Years ago, a real estate broker hired me to help him sell more houses. We met for about 10 hours, reading over the real estate section of the paper and discussing his ads. I then told him I was ready.
“Sir!” he said in startled disbelief. “Do you mean to tell me we can meet for 10 hours and you can tell me how to sell more houses? I’ve been selling houses for 40 years. I’ve forgotten more about selling houses than you will ever learn in your life.”
It was true. My client had forgotten quite a lot about selling houses. The structure of his entire advertising campaign was wrong. Is yours?
What my client was trying to do was sell a house in an ad. You do not sell a house in a four-line listing. No one sees the listing and sends a down payment. The correct objective of the ad was not to sell a house but to generate a phone call. If the ad worked as planned, his phone would ring. It was then up to him to sell the house.
So we changed all the listings. “Call now!” the new ad copy said. “Call to see this beautiful four bedroom…” “For additional information by mail, call…” “For a free brochure with pictures of this house call us at…” If you read all of the listings, you saw that phone number dozens of times. My client’s phone calls tripled, starting in week number one. The first week!
Lesson 1: Write a clear objective for your ad before drafting any ad copy. Ask yourself, If this ad works perfectly, what is the action the reader will take? Then draft your ad to fulfill its specific objective. If you ask me–and you did, sort of–the objective should be to get the reader to call you.
Lesson 2: Offer something for FREE to make people pick up the phone. How can you generate the most response from a small ad for a book? Let’s see, would “Buy my new book” get readers’ attention? No, not really. Unless you’re Stephen King, people seeing your ad aren’t going to rush into a bookstore–or dive into their pockets and send you a check. So, this headline won’t work.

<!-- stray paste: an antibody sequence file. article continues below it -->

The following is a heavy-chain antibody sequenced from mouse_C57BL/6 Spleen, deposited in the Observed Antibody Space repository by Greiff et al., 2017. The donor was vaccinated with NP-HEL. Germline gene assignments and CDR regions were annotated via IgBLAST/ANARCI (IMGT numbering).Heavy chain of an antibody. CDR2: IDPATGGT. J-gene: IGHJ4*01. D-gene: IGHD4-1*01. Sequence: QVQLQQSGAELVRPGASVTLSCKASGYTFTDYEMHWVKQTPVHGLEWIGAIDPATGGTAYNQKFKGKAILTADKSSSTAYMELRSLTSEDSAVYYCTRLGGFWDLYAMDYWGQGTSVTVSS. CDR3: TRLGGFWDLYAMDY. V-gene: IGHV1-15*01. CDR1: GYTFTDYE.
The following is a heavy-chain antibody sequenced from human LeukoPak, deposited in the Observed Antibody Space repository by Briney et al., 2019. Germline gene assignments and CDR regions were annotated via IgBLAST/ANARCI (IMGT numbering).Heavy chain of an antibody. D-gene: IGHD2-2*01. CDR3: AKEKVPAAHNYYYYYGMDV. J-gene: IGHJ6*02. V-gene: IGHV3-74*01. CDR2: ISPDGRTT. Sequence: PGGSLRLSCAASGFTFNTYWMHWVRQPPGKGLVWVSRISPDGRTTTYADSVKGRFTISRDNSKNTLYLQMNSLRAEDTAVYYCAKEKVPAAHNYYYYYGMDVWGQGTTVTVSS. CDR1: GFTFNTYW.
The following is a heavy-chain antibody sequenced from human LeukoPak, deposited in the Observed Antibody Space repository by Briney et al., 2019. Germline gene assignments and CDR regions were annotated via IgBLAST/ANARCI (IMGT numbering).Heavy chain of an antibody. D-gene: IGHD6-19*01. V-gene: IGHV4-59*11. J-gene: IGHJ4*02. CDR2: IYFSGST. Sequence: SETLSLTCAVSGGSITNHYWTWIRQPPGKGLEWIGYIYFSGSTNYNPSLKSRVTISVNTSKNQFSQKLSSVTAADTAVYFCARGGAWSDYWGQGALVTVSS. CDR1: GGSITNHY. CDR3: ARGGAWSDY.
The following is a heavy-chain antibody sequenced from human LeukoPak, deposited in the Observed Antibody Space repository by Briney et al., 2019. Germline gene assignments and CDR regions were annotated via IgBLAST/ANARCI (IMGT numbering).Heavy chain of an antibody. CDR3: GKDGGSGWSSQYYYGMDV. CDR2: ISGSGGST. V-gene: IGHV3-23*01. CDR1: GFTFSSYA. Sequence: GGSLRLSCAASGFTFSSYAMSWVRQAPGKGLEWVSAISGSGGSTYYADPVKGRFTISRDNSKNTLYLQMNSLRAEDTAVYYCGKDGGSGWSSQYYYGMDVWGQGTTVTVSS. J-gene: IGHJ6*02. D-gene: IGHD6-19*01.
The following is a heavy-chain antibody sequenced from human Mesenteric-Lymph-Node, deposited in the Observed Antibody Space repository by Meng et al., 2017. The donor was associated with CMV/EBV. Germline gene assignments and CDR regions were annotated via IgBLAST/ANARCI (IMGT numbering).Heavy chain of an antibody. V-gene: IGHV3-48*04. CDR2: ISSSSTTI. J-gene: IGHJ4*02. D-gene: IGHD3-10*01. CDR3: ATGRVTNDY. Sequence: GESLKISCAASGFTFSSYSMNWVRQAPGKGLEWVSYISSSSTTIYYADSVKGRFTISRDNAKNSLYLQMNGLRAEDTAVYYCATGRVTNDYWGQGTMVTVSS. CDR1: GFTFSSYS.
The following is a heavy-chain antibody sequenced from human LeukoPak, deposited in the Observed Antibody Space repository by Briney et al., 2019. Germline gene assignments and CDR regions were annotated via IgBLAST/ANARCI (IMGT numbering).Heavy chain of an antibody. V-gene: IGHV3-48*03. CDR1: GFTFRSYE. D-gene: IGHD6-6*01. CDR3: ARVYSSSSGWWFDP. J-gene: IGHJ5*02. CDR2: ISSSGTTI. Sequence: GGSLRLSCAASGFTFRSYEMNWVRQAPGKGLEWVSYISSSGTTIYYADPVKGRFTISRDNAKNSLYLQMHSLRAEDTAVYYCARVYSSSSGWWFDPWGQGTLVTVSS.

Let’s go to the other extreme: Would “Get FREE MONEY!” get people excited? Yes, that’s it. Now you have everyone’s attention.
But wait. Money isn’t a good giveaway. Everybody wants it, so the offer doesn’t restrict calls to your prospects (unless, of course, you are writing a book about giving away free money, in which case…we should talk).
The responses you want are from the most likely immediate purchasers, which is my definition of a target market. So let’s still give something away, but first let’s make sure our FREE gift is exceptionally valuable but only to the target market of people who are actively considering buying a book such as yours.
I think the best way to attract potential customers is to give away free information. It’s valuable to the respondents, they can’t get it anywhere else, and it’s cheap to produce. Nice combo.